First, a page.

This new overall case fatality rate (CFR) of 3.4% is significantly higher than regular seasonal influenza, which usually has a CFR of 0.1%. As I have written before, about the broadest research study of clinical outcomes published to date, the actual CFR varies by the infected person’s age, weight, and the presence of any underlying health conditions:

Some sobering statistics from that study of 72,314 cases, the largest conducted to date, are:

– 81% of cases are mild, 14% are severe, and 5% are critical (the case fatality rate for critical cases was 49.0%; in other words, half of the critical patients died)
– the case fatality rates were 8.0% in patients aged 70-79 years and 14.8% in patients aged ≥80 years (I worry for my parents)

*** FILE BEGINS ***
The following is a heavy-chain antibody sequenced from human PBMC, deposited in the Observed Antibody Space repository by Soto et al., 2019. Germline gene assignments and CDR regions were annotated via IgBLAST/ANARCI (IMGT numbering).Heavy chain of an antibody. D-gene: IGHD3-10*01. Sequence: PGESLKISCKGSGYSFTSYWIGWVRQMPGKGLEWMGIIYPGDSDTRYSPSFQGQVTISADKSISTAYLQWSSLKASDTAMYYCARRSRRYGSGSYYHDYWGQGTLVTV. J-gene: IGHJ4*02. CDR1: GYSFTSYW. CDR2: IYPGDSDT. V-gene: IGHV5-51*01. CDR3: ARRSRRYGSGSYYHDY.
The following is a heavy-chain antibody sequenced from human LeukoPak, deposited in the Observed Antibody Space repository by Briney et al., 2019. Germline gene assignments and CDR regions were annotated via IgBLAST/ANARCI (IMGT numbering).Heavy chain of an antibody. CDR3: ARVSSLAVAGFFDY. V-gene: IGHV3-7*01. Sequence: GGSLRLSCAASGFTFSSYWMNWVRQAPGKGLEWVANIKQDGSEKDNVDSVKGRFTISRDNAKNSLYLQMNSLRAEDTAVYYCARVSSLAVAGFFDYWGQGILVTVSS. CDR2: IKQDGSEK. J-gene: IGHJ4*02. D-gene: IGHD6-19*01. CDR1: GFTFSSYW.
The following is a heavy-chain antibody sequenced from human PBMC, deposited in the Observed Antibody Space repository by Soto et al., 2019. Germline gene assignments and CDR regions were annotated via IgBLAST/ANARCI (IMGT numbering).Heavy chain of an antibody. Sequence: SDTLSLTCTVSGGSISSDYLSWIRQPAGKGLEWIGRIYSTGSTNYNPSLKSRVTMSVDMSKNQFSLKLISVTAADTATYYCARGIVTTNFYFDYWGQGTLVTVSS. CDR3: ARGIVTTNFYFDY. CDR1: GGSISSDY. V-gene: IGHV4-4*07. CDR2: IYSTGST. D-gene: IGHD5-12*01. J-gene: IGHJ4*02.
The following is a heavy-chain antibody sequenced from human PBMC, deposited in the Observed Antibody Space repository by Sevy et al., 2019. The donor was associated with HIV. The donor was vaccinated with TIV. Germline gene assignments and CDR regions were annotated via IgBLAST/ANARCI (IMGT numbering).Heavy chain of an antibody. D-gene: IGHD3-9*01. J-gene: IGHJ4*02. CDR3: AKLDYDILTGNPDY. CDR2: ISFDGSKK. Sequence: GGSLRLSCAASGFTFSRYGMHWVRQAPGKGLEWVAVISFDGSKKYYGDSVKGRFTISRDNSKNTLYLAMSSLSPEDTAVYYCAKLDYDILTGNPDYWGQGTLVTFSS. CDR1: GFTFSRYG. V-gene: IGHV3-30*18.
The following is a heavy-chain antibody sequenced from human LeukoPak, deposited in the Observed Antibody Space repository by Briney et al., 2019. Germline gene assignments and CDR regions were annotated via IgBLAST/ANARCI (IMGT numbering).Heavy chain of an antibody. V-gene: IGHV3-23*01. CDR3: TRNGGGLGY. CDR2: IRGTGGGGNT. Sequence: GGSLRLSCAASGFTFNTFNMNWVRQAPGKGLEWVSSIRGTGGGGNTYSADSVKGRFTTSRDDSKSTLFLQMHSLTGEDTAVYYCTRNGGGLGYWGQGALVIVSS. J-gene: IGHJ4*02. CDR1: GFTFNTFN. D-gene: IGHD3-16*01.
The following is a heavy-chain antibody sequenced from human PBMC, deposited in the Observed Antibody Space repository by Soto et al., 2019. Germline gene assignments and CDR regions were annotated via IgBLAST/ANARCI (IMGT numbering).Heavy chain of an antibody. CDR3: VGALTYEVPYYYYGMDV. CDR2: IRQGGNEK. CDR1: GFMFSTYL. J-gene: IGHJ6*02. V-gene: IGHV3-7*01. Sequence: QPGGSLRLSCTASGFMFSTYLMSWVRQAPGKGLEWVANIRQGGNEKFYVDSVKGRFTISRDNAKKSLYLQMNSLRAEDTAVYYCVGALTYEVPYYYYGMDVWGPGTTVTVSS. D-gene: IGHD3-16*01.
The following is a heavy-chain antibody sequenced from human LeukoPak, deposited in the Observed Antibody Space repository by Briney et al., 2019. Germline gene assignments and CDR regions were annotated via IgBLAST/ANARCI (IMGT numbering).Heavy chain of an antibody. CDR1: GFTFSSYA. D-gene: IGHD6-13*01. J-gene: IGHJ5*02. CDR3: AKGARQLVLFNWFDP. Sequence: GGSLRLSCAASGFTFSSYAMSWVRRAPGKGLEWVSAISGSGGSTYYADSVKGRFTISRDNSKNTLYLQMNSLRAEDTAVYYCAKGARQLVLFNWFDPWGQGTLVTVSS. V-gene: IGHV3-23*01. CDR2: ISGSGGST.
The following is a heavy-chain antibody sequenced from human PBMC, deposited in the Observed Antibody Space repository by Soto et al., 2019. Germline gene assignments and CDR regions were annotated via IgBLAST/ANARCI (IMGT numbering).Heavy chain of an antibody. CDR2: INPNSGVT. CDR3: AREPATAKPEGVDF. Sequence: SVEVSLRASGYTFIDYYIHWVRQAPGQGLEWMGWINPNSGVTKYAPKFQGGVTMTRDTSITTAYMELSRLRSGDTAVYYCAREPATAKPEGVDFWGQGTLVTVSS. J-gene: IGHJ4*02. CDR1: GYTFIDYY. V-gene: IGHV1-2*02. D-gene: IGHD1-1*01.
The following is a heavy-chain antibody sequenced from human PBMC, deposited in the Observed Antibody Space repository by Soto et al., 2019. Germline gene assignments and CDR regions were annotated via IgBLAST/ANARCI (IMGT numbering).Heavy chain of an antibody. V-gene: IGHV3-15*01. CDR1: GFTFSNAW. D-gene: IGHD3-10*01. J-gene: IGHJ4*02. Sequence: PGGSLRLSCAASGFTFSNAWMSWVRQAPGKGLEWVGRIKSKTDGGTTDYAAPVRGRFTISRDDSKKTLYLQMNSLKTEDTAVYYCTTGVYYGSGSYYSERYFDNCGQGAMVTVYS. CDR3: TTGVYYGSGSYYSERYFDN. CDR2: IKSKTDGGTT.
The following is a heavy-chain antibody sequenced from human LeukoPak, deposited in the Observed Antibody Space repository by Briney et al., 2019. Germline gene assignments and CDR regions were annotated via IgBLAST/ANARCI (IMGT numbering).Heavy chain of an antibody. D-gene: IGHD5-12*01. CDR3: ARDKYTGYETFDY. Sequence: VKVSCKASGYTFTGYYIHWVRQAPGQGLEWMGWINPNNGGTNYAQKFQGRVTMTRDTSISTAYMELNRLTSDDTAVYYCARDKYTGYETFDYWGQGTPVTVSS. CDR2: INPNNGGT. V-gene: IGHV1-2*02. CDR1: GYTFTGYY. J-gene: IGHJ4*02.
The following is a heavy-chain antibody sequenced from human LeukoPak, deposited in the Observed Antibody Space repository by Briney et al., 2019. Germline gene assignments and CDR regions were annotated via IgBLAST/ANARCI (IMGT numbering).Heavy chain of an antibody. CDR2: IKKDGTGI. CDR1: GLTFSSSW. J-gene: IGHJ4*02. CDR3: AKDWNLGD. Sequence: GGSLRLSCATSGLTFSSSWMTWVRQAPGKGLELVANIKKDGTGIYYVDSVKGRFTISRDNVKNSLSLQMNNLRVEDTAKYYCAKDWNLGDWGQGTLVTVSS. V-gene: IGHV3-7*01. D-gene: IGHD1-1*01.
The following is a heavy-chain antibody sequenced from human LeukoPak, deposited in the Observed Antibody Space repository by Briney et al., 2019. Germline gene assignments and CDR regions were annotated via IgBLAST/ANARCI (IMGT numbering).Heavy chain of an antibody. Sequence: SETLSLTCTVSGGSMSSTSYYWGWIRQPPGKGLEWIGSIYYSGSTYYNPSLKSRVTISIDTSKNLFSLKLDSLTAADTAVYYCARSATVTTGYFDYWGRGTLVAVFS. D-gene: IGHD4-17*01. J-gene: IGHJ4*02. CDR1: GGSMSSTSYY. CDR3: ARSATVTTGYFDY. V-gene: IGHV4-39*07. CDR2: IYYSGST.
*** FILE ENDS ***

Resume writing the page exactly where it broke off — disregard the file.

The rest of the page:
– the case fatality rates were 10.5% for people with cardiovascular disease, 7.3% for diabetes, 6.3% for chronic respiratory disease, 6.0% for hypertension, and 5.6% for cancer

How to Prepare for a Potential Pandemic

Here, once again, is a reminder of what you should be doing to prepare: mentally, emotionally, and physically/logistically.

You will probably need to prepare to stay isolated in your homes for a period of several weeks, avoiding contact with as many other people as possible, as a wave of illness caused by the Wuhan coronavirus sweeps through your community, forcing schools, businesses, and public transportation and public gathering places like movie theatres and shopping malls to close (as we already seen in Wuhan and many other cities in China, as well as places such as South Korean, Iran, and Italy). The time to prepare for the imposition of quarantines and social distancing policies by local governments is NOW.